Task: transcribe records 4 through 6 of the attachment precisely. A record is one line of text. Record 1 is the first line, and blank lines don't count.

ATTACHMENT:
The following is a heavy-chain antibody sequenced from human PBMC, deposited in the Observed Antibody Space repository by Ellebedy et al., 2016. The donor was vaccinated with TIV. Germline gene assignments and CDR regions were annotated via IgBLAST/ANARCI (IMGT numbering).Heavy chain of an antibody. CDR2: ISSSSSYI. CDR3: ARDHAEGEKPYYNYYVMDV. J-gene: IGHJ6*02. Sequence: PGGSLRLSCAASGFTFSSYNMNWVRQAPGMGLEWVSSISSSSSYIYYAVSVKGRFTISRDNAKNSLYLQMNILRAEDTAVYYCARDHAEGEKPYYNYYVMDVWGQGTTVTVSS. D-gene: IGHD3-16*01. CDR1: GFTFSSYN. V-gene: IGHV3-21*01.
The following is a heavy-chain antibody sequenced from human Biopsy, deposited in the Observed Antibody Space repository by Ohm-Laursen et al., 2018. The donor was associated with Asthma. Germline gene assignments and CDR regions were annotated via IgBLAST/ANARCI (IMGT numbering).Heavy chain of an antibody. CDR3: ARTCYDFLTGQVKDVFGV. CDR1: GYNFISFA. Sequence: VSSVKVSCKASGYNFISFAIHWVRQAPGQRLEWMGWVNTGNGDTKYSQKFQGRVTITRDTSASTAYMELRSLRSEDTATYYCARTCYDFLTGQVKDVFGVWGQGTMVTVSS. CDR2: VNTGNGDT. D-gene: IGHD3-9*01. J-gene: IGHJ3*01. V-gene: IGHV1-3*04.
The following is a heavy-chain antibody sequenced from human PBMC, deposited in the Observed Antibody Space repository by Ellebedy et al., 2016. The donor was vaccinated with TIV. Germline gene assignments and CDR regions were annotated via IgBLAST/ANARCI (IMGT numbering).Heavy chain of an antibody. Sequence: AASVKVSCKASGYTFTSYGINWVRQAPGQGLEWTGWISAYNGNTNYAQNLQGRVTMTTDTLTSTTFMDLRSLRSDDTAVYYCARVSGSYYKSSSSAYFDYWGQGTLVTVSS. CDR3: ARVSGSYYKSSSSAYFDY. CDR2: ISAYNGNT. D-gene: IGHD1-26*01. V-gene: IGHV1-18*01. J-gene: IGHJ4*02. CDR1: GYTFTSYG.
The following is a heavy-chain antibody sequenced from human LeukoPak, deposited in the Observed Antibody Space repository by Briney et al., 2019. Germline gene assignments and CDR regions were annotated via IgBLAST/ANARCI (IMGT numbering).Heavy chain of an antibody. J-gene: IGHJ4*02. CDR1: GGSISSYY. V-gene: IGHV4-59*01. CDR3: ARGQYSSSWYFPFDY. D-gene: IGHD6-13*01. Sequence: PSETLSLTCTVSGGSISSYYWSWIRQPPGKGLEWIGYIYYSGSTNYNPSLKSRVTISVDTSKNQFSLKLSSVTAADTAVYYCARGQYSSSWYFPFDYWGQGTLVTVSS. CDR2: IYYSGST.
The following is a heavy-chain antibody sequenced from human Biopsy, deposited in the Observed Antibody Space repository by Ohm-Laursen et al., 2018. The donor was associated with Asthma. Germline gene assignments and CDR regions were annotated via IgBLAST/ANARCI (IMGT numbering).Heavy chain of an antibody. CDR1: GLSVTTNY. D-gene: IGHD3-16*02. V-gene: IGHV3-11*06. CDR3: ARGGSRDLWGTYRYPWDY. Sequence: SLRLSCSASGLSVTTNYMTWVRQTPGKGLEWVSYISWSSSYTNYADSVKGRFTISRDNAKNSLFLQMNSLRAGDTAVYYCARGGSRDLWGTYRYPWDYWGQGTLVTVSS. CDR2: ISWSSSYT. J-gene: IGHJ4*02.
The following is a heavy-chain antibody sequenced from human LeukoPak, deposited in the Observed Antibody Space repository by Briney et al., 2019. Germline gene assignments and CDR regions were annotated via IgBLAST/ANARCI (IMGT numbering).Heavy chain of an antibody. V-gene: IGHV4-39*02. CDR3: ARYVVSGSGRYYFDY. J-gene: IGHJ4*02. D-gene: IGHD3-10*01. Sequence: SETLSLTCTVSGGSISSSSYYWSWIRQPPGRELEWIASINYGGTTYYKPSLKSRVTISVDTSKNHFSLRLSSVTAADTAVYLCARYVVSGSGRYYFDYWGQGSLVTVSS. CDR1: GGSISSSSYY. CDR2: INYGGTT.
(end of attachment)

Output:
The following is a heavy-chain antibody sequenced from human LeukoPak, deposited in the Observed Antibody Space repository by Briney et al., 2019. Germline gene assignments and CDR regions were annotated via IgBLAST/ANARCI (IMGT numbering).Heavy chain of an antibody. J-gene: IGHJ4*02. CDR1: GGSISSYY. V-gene: IGHV4-59*01. CDR3: ARGQYSSSWYFPFDY. D-gene: IGHD6-13*01. Sequence: PSETLSLTCTVSGGSISSYYWSWIRQPPGKGLEWIGYIYYSGSTNYNPSLKSRVTISVDTSKNQFSLKLSSVTAADTAVYYCARGQYSSSWYFPFDYWGQGTLVTVSS. CDR2: IYYSGST.
The following is a heavy-chain antibody sequenced from human Biopsy, deposited in the Observed Antibody Space repository by Ohm-Laursen et al., 2018. The donor was associated with Asthma. Germline gene assignments and CDR regions were annotated via IgBLAST/ANARCI (IMGT numbering).Heavy chain of an antibody. CDR1: GLSVTTNY. D-gene: IGHD3-16*02. V-gene: IGHV3-11*06. CDR3: ARGGSRDLWGTYRYPWDY. Sequence: SLRLSCSASGLSVTTNYMTWVRQTPGKGLEWVSYISWSSSYTNYADSVKGRFTISRDNAKNSLFLQMNSLRAGDTAVYYCARGGSRDLWGTYRYPWDYWGQGTLVTVSS. CDR2: ISWSSSYT. J-gene: IGHJ4*02.
The following is a heavy-chain antibody sequenced from human LeukoPak, deposited in the Observed Antibody Space repository by Briney et al., 2019. Germline gene assignments and CDR regions were annotated via IgBLAST/ANARCI (IMGT numbering).Heavy chain of an antibody. V-gene: IGHV4-39*02. CDR3: ARYVVSGSGRYYFDY. J-gene: IGHJ4*02. D-gene: IGHD3-10*01. Sequence: SETLSLTCTVSGGSISSSSYYWSWIRQPPGRELEWIASINYGGTTYYKPSLKSRVTISVDTSKNHFSLRLSSVTAADTAVYLCARYVVSGSGRYYFDYWGQGSLVTVSS. CDR1: GGSISSSSYY. CDR2: INYGGTT.